The American businessman lay shackled in a mud hut 8,000 feet up a remote mountain in Afghanistan, armed captors posted inside and outside to prevent any escape attempt.
Earlier in his captivity, he had made a run for it, but â€” barefoot and much older than the insurgents who held him â€” he was snatched back before he could get far.
After nearly two months in captivity and out of contact with anyone who cared about him, the hostage reviewed what his fate might hold â€” whether ransom negotiations or rescue efforts or a miracle might bring him freedom. …
On an airstrip many miles away, however, several twin sets of Chinook helicopter rotor blades were starting to turn as about 60 of Americaâ€™s most elite troops prepared to prove him wrong. Members of a task force that Military Times agreed not to name, the commandos had been hunting for the businessman since soon after he went missing. Now they were ready to act. …
Surrounded by â€œtreacherous terrain,â€ the kidnappersâ€™ location represented the most challenging aspect of the rescue mission, he said.
But the rugged remoteness of their hideaway appears to have led to fatal overconfidence among the Americanâ€™s kidnappers.
â€œHe had captors who thought we wouldnâ€™t be able to deal with that terrain,â€ the special operations officer said.
That, the officer added, was a mistake. Seven years of experience in Afghanistan have enabled U.S. special operators to adapt to the unforgiving landscape.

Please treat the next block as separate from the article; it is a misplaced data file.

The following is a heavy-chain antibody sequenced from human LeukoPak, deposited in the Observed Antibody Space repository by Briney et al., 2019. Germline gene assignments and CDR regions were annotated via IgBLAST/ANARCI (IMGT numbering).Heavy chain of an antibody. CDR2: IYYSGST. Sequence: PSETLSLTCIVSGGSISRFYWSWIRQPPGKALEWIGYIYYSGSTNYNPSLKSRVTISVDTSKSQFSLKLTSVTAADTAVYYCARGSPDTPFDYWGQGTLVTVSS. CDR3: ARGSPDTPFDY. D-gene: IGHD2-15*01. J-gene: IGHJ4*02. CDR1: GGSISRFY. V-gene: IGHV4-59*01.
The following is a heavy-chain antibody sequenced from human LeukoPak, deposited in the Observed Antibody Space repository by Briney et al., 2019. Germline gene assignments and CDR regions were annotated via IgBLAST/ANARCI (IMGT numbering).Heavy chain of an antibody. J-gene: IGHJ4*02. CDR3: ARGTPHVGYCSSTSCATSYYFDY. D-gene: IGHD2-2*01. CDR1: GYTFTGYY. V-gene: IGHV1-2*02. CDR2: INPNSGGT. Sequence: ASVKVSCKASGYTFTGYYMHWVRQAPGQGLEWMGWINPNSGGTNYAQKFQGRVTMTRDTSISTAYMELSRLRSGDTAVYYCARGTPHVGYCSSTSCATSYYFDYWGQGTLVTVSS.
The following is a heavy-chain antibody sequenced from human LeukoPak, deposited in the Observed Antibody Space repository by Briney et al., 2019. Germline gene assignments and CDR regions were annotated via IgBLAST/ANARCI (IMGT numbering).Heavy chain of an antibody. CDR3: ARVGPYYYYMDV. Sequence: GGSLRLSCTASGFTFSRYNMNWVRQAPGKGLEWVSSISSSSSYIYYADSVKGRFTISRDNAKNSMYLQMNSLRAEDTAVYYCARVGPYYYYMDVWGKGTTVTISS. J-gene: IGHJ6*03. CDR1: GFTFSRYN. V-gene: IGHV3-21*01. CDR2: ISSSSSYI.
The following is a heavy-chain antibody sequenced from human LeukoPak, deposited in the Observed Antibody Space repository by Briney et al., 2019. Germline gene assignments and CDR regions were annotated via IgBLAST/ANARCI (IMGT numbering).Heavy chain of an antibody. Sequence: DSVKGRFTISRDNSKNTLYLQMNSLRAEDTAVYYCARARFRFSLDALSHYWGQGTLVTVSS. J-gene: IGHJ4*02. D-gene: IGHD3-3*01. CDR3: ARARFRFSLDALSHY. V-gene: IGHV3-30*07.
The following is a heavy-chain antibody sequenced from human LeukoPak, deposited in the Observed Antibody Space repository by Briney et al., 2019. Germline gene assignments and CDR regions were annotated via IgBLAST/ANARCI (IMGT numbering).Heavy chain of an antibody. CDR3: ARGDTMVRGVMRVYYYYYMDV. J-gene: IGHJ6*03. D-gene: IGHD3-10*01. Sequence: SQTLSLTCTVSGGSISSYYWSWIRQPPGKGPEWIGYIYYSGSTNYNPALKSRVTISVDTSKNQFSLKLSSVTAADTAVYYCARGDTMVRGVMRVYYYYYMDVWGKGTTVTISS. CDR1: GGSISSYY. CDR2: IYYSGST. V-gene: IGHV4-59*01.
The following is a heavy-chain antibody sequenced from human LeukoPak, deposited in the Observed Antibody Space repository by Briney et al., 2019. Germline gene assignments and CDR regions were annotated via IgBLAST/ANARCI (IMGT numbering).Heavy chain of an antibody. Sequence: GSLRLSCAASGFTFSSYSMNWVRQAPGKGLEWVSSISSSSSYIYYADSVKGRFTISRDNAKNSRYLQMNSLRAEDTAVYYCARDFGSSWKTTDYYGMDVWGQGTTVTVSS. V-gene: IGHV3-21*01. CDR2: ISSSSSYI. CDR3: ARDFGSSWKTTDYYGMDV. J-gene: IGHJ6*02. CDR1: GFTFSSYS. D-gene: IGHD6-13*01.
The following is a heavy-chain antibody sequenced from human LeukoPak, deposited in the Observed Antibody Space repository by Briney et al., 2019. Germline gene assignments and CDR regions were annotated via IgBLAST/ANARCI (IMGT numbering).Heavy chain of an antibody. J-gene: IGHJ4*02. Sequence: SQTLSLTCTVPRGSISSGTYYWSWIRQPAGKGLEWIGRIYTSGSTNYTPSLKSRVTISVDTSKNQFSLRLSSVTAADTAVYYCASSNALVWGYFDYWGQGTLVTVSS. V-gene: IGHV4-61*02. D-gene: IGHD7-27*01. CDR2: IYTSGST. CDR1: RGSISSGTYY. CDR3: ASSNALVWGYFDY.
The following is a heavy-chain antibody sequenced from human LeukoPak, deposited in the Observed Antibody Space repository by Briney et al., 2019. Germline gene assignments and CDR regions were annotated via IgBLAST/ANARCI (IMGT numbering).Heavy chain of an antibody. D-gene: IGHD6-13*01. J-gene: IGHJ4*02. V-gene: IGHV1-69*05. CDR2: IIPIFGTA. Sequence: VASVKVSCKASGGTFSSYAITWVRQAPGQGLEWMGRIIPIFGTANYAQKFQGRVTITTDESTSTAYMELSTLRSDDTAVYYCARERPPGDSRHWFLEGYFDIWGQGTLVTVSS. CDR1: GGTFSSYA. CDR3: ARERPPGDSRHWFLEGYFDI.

â€œThe terrain is really not a challenge any more,â€ he said. â€œIt slows you down, but it slows them down, too.â€ …
As night fell Oct. 14, three Chinook helicopters flew into the mountains and inserted roughly 24 to 30 special operators â€” most of them Navy SEALs â€” about three miles from the kidnappersâ€™ hideout to minimize the chance of being seen or heard.
There they established an objective rally point â€” typically, the site where a spec ops force stows unnecessary gear and puts security teams out while those making the final approach to the target transform into â€œpure assault mode,â€ said a source familiar with such missions.
From the ORP, an assault force of seven operators â€” all or almost all SEALs, according to the special operations officer â€” crept toward the objective.
One of the commandos tossed a pebble against the hutâ€™s tin door â€” a traditional way visitors announce their arrival in rural Afghanistan.
The rattle of the stone against the door failed to rouse the guards. â€œThey were both zipped up inside their sleeping bags, sleeping,â€ one behind the hostage on the floor of the darkened hut and the other outside, the engineer said. But their prisoner was awake and suddenly alert.
â€œI heard the latch rattling and somebody came in,â€ he said. â€œThe first guy came in with a LED light, and I just presumed that somebody was coming to visit. I didnâ€™t think of it anymore until the second guy came in and I saw the silhouette of the first fellow. Then I knew it was U.S. mil that was coming in. I donâ€™t know how many guys actually came into the room, but it was soon filled up, and it was soon obvious that I was being rescued. …
â€œThey knew who was who,â€ the engineer said. the SEALs quickly demonstrated that, aiming their silencer-equipped weapons to shoot and kill the kidnapper in the room before he could fire a round. The engineer said he heard the sounds of the operators shooting and killing a guard posted outside.
The SEALs turned to the now former hostage and told him they were there to take him back.
â€œI was in favor of that, 100 percent,â€ he said. â€œI was very surprised, very amazed and very happy.â€
It was about 3 a.m. The operators and the newly liberated hostage began walking to the pick-up zone. …
The rescued hostage soon was safely back at the task forceâ€™s main base, where the task force gave him a thorough medical evaluation before turning him over to the U.S. Embassy.
Hat tip to Bill Dupray.